Collection Interfaces - The primary means by which
collections are manipulated.
- A group of objects. No assumptions are made about the order of
the collection (if any), or whether it may contain duplicate elements.
- The familiar set abstraction. No duplicate elements permitted. May
or may not be ordered. Extends the Collection interface.
- Ordered collection, also known as a sequence. Duplicates are
generally permitted. Allows positional access. Extends the
A collection designed for holding elements prior to processing.
Besides basic Collection operations, queues provide
additional insertion, extraction, and inspection operations.
- A mapping from keys to values. Each key can map to at most one value.
- A set whose elements are automatically sorted, either in their
natural ordering (see the Comparable
interface), or by a Comparator
object provided when a SortedSet instance is created.
Extends the Set interface.
- A map whose mappings are automatically sorted by key, either in the
keys' natural ordering or by a comparator provided when a
SortedMap instance is created. Extends the Map
- A Queue with operations that wait for the queue to become
non-empty when retrieving an element, and that wait for space to become
available in the queue when storing an element. (This interface is part of
the package java.util.concurrent.)
- A Map with atomic putIfAbsent, remove, and
(This interface is part of the package java.util.concurrent.)
General-Purpose Implementations - The primary
implementations of the collection interfaces.
HashSet - Hash table implementation of the Set interface.
The best all-around implementation of the Set interface.
Red-black tree implementation of the SortedSet interface.
- Hash table and linked list implementation of the Set interface.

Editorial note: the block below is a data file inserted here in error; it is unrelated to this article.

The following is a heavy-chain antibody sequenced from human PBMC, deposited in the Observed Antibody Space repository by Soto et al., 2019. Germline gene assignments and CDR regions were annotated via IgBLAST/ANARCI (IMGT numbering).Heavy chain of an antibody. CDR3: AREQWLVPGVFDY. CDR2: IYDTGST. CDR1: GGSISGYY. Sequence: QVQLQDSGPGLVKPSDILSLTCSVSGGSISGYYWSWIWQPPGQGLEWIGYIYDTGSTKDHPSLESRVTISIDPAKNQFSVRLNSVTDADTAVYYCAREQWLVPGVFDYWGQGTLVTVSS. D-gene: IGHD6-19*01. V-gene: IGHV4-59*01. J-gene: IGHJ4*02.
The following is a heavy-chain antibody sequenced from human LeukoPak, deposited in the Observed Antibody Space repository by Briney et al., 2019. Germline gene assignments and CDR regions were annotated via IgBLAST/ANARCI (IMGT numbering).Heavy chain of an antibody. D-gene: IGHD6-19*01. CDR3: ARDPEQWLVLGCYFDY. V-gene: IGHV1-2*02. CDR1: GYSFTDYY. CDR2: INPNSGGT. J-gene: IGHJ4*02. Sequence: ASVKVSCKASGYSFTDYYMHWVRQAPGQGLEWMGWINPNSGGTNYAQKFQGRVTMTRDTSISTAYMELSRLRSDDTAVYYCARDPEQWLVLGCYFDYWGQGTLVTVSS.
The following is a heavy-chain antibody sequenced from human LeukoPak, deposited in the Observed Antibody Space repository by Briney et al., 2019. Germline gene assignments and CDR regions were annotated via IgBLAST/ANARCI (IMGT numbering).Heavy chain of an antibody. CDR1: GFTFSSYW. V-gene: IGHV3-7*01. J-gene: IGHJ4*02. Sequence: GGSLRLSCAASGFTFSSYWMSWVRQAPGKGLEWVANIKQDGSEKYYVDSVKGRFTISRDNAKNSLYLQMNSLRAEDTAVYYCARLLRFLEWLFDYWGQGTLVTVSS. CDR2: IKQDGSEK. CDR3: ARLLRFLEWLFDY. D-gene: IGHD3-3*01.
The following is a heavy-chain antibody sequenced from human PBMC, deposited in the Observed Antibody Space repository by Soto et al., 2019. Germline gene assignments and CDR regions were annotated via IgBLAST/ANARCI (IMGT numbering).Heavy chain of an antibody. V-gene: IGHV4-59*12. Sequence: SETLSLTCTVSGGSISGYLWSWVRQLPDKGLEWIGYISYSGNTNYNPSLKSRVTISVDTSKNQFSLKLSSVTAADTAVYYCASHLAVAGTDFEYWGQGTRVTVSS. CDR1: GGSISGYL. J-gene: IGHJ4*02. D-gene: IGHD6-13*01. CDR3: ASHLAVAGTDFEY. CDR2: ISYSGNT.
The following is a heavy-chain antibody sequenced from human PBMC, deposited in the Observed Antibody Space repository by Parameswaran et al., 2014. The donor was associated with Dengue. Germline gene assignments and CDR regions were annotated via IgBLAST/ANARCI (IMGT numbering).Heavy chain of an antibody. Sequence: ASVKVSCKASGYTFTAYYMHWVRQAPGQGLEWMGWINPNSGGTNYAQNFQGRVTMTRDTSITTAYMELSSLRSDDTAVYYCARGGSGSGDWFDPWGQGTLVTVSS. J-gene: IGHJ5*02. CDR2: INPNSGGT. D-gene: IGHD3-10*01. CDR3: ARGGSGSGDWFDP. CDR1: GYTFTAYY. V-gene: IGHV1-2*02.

An insertion-ordered Set implementation that runs nearly as fast as
Resizable-array implementation of the List interface.
(Essentially an unsynchronized Vector.) The best all-around
implementation of the List interface.
- Doubly-linked list implementation of the List interface.
May provide better performance than the ArrayList
implementation if elements are frequently inserted or deleted within
the list. Can be used as a double-ended queue (deque). Also implements the
Queue interface. When accessed via the Queue interface,
LinkedList behaves as a FIFO queue.
Heap implementation of an unbounded priority queue.
HashMap - Hash
table implementation of the Map interface. (Essentially an
unsynchronized Hashtable that supports null keys and
values.) The best all-around implementation of the Map
Red-black tree implementation of the SortedMap interface.
- Hash table and linked list implementation of the Map interface.
An insertion-ordered Map implementation that runs nearly as fast as
HashMap. Also useful for building caches (see
Wrapper Implementations - Functionality-enhancing
implementations for use with other implementations. Accessed solely
through static factory methods.
- Return an unmodifiable view of a specified collection that throws an
UnsupportedOperationException if the user attempts to modify
Collections.synchronizedInterface - Return
a synchronized collection that is backed by the specified (typically
unsynchronized) collection. As long as all accesses to the backing
collection are through the returned collection, thread-safety is
- Return a dynamically typesafe view of the specified collection, which
throws a ClassCastException if a client attempts to add an element of
the wrong type. The generics mechanism in the language provides compile-time
(static) type checking, but it is possible to defeat this mechanism.
Dynamically typesafe views eliminate this possibility entirely.
Convenience Implementations - High-performance
"mini-implementations" of the collection interfaces.
- Returns an immutable list consisting of n copies of a specified object.
Legacy Implementations - Older collection classes have
been retrofitted to implement the collection interfaces.
- Synchronized resizable-array implementation of the List interface
with additional "legacy methods."
- Synchronized hash table implementation of the Map interface
that does not allow null keys or values, with additional
Special Purpose Implementations
An implementation of the Map interface that stores only weak
references to its keys. Storing only weak references allows
key-value pairs to be garbage-collected when the key is no longer
referenced outside of the WeakHashMap. This class provides